On the other hand, there’s collaborative divorce. It isn’t dramatically different from mediation, but does have some defining nuances. Collaborative divorce typically includes four primary individuals: the divorcing couple, and each of their collaborative divorce attorneys. Experts may also be brought in to help come to a consensus on matters involving finances and minor children. The focus during collaborative divorce is to work together to reach a creative solution that is best for everyone involved. Because the goal is developing specific solutions, and because there are more parties involved, the process naturally takes longer than mediation. Collaborative divorce attorneys are not neutral–they will advocate for their clients, ensuring that their rights are protected and that they are treated fairly in the final agreement. This focus on individual rights can cause some tension.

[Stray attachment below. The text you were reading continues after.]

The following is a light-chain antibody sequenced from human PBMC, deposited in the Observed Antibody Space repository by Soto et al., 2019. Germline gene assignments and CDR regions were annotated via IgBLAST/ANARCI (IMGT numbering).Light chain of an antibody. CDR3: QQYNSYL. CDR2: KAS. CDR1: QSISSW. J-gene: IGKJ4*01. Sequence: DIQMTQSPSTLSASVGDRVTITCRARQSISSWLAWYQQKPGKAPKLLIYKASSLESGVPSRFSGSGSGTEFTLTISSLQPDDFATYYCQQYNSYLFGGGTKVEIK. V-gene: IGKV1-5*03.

Both mediation and collaborative divorce aim to avoid litigation, but it’s important to remember that both processes will still require you to get a final judgment of divorce from a court. Since you have both agreed to the terms of your divorce, it will be deemed “uncontested” and so will be much less expensive and far faster to receive a final divorce decree. 

These similar means to the same end also strive to keep couples’ personal matters private, and to limit the mental and emotional anguish that naturally comes with the upheaval that divorce brings. They are both excellent alternatives for what can otherwise quickly become an adversarial process. That said, there are definitely situations in which you and your partner may be better off choosing either mediation or collaborative divorce

When to Choose Mediation